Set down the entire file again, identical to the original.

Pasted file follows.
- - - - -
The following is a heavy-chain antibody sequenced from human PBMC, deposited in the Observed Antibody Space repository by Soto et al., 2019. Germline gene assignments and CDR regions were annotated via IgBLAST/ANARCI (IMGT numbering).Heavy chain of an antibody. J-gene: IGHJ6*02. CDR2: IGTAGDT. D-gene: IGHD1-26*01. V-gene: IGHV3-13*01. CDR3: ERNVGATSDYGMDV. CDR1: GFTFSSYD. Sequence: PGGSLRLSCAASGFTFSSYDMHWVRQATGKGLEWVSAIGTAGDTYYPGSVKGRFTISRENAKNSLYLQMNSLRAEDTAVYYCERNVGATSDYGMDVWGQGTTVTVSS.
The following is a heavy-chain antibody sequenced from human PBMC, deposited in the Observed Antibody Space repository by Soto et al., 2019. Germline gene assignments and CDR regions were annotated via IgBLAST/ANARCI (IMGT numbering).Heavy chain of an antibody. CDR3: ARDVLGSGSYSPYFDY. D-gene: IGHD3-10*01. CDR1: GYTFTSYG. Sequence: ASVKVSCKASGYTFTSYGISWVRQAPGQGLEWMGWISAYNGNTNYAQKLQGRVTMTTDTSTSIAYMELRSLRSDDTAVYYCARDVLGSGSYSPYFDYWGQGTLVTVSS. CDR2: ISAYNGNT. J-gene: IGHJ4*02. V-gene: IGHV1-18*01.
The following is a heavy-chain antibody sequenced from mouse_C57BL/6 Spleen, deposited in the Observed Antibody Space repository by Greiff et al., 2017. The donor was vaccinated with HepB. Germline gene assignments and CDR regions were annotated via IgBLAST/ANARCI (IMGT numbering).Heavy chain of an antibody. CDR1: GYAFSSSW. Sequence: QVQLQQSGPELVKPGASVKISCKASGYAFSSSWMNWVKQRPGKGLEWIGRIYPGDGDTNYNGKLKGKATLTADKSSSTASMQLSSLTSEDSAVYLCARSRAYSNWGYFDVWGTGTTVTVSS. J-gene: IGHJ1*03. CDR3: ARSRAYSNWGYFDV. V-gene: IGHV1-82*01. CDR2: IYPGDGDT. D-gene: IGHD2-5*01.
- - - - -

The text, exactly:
The following is a heavy-chain antibody sequenced from human PBMC, deposited in the Observed Antibody Space repository by Soto et al., 2019. Germline gene assignments and CDR regions were annotated via IgBLAST/ANARCI (IMGT numbering).Heavy chain of an antibody. J-gene: IGHJ6*02. CDR2: IGTAGDT. D-gene: IGHD1-26*01. V-gene: IGHV3-13*01. CDR3: ERNVGATSDYGMDV. CDR1: GFTFSSYD. Sequence: PGGSLRLSCAASGFTFSSYDMHWVRQATGKGLEWVSAIGTAGDTYYPGSVKGRFTISRENAKNSLYLQMNSLRAEDTAVYYCERNVGATSDYGMDVWGQGTTVTVSS.
The following is a heavy-chain antibody sequenced from human PBMC, deposited in the Observed Antibody Space repository by Soto et al., 2019. Germline gene assignments and CDR regions were annotated via IgBLAST/ANARCI (IMGT numbering).Heavy chain of an antibody. CDR3: ARDVLGSGSYSPYFDY. D-gene: IGHD3-10*01. CDR1: GYTFTSYG. Sequence: ASVKVSCKASGYTFTSYGISWVRQAPGQGLEWMGWISAYNGNTNYAQKLQGRVTMTTDTSTSIAYMELRSLRSDDTAVYYCARDVLGSGSYSPYFDYWGQGTLVTVSS. CDR2: ISAYNGNT. J-gene: IGHJ4*02. V-gene: IGHV1-18*01.
The following is a heavy-chain antibody sequenced from mouse_C57BL/6 Spleen, deposited in the Observed Antibody Space repository by Greiff et al., 2017. The donor was vaccinated with HepB. Germline gene assignments and CDR regions were annotated via IgBLAST/ANARCI (IMGT numbering).Heavy chain of an antibody. CDR1: GYAFSSSW. Sequence: QVQLQQSGPELVKPGASVKISCKASGYAFSSSWMNWVKQRPGKGLEWIGRIYPGDGDTNYNGKLKGKATLTADKSSSTASMQLSSLTSEDSAVYLCARSRAYSNWGYFDVWGTGTTVTVSS. J-gene: IGHJ1*03. CDR3: ARSRAYSNWGYFDV. V-gene: IGHV1-82*01. CDR2: IYPGDGDT. D-gene: IGHD2-5*01.